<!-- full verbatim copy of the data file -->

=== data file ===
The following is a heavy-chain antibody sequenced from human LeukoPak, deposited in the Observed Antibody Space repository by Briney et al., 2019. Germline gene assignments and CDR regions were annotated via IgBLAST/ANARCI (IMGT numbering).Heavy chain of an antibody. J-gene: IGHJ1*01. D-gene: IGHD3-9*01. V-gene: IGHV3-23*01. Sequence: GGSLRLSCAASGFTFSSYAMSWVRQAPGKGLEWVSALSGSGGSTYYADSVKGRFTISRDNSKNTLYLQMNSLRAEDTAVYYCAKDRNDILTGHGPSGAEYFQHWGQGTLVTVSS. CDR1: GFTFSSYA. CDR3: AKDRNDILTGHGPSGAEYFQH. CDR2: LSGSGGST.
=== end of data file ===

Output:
The following is a heavy-chain antibody sequenced from human LeukoPak, deposited in the Observed Antibody Space repository by Briney et al., 2019. Germline gene assignments and CDR regions were annotated via IgBLAST/ANARCI (IMGT numbering).Heavy chain of an antibody. J-gene: IGHJ1*01. D-gene: IGHD3-9*01. V-gene: IGHV3-23*01. Sequence: GGSLRLSCAASGFTFSSYAMSWVRQAPGKGLEWVSALSGSGGSTYYADSVKGRFTISRDNSKNTLYLQMNSLRAEDTAVYYCAKDRNDILTGHGPSGAEYFQHWGQGTLVTVSS. CDR1: GFTFSSYA. CDR3: AKDRNDILTGHGPSGAEYFQH. CDR2: LSGSGGST.